And for the record I have never seen cross-dresser go public and encore men to start dressing as women. Not on TV, not Online, not in Papers.

    But of course at very minimum its best to tell everyone that need to know that a guy crossdress if he feel that he need to tell others he kow about it, but obviously he need to be ready to face the consequences of how other reacts. IF somebody goes out on street dressed as woman, and meets guy and intend to date, him its only fair that he tells the other guy that he is not a real women, so he cannot expect to face none consequences when the other guy finds out he isn't what he seemed to be. So if he gets seriously beaten up he shouldn't complain he was dishonest, and got what he deserved and worst of hall he is not helping the cross-dressing cause, he was dishonest. He is not helping the cause no more than the three guy you mentioned, Vivienne. They ware all dishonest, not helping anyone is cause. I think there is way to much dishonesty in the crossdressing community, many are dishonest to themself, and to others around them. I think crossdresser need to be more honest to themslelf and to others I think that is the only way crossdresser can gain more approval in society although human beings in general need to be more honest to each other. And we would all have better world to live if me manage to do so.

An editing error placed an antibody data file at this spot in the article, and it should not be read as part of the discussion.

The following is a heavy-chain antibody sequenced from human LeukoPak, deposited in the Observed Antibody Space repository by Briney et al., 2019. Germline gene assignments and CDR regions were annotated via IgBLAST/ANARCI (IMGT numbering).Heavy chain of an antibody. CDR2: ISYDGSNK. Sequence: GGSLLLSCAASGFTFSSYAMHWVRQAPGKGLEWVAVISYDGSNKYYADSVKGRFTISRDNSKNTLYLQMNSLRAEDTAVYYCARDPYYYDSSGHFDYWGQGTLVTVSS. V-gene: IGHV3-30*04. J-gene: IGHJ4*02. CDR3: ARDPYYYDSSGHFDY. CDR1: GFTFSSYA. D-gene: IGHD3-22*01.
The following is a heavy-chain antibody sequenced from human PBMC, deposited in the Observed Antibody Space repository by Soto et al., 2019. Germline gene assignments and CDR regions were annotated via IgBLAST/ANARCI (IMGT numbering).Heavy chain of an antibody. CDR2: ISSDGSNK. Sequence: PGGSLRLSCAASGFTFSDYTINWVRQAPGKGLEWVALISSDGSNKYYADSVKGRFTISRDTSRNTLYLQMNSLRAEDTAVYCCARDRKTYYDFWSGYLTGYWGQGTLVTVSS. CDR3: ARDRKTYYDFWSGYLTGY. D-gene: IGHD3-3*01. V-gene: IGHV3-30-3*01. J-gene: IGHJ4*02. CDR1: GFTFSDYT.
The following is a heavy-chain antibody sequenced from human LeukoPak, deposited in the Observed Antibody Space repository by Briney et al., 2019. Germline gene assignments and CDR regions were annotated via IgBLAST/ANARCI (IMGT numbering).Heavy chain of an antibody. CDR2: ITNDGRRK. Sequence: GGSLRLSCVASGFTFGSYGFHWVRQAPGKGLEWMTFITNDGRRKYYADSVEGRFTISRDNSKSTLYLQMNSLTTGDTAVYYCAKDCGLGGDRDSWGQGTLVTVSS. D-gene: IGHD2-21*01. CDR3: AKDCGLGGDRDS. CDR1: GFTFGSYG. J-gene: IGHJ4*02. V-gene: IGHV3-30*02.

Finally i´m done, unless I forgot something but I don't think so.

    Ps. If you are wondering I have studied sociology and humanites in collage, and I have taken anthropology course which mentioned gender issues. and I have actually found the topic interesting ever since.

    1. Hi Kristjan. That's a lot of points to consider! I will respond fully when I get a little time. Meanwhile, thanks for your comments.


  17. Hi Kristjan,

    Well, that's quite an essay you've posted here! Let me try to go through it if I can.